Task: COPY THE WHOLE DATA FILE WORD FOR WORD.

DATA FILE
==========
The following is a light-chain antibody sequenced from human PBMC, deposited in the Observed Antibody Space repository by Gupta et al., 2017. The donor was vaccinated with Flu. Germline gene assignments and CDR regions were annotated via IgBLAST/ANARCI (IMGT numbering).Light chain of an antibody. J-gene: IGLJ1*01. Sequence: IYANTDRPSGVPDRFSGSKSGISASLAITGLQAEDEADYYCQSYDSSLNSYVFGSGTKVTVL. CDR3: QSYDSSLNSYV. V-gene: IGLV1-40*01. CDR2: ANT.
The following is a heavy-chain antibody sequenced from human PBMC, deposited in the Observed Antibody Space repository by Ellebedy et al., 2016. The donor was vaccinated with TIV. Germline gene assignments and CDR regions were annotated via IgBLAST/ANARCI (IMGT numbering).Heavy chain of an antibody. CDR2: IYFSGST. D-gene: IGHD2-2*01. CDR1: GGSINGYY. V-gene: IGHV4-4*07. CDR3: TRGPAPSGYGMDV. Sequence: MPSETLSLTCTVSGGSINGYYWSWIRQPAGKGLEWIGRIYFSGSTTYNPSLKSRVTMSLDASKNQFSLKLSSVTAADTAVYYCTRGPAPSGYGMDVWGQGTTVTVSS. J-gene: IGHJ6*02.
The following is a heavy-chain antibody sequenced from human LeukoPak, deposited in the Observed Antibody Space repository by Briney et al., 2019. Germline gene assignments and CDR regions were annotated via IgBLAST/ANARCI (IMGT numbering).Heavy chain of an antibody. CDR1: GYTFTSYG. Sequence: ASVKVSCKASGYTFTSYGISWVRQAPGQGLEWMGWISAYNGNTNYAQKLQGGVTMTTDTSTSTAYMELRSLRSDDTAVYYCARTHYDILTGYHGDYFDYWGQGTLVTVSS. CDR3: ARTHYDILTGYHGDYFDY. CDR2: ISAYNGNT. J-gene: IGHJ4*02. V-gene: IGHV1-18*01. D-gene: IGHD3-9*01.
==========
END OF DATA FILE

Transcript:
The following is a light-chain antibody sequenced from human PBMC, deposited in the Observed Antibody Space repository by Gupta et al., 2017. The donor was vaccinated with Flu. Germline gene assignments and CDR regions were annotated via IgBLAST/ANARCI (IMGT numbering).Light chain of an antibody. J-gene: IGLJ1*01. Sequence: IYANTDRPSGVPDRFSGSKSGISASLAITGLQAEDEADYYCQSYDSSLNSYVFGSGTKVTVL. CDR3: QSYDSSLNSYV. V-gene: IGLV1-40*01. CDR2: ANT.
The following is a heavy-chain antibody sequenced from human PBMC, deposited in the Observed Antibody Space repository by Ellebedy et al., 2016. The donor was vaccinated with TIV. Germline gene assignments and CDR regions were annotated via IgBLAST/ANARCI (IMGT numbering).Heavy chain of an antibody. CDR2: IYFSGST. D-gene: IGHD2-2*01. CDR1: GGSINGYY. V-gene: IGHV4-4*07. CDR3: TRGPAPSGYGMDV. Sequence: MPSETLSLTCTVSGGSINGYYWSWIRQPAGKGLEWIGRIYFSGSTTYNPSLKSRVTMSLDASKNQFSLKLSSVTAADTAVYYCTRGPAPSGYGMDVWGQGTTVTVSS. J-gene: IGHJ6*02.
The following is a heavy-chain antibody sequenced from human LeukoPak, deposited in the Observed Antibody Space repository by Briney et al., 2019. Germline gene assignments and CDR regions were annotated via IgBLAST/ANARCI (IMGT numbering).Heavy chain of an antibody. CDR1: GYTFTSYG. Sequence: ASVKVSCKASGYTFTSYGISWVRQAPGQGLEWMGWISAYNGNTNYAQKLQGGVTMTTDTSTSTAYMELRSLRSDDTAVYYCARTHYDILTGYHGDYFDYWGQGTLVTVSS. CDR3: ARTHYDILTGYHGDYFDY. CDR2: ISAYNGNT. J-gene: IGHJ4*02. V-gene: IGHV1-18*01. D-gene: IGHD3-9*01.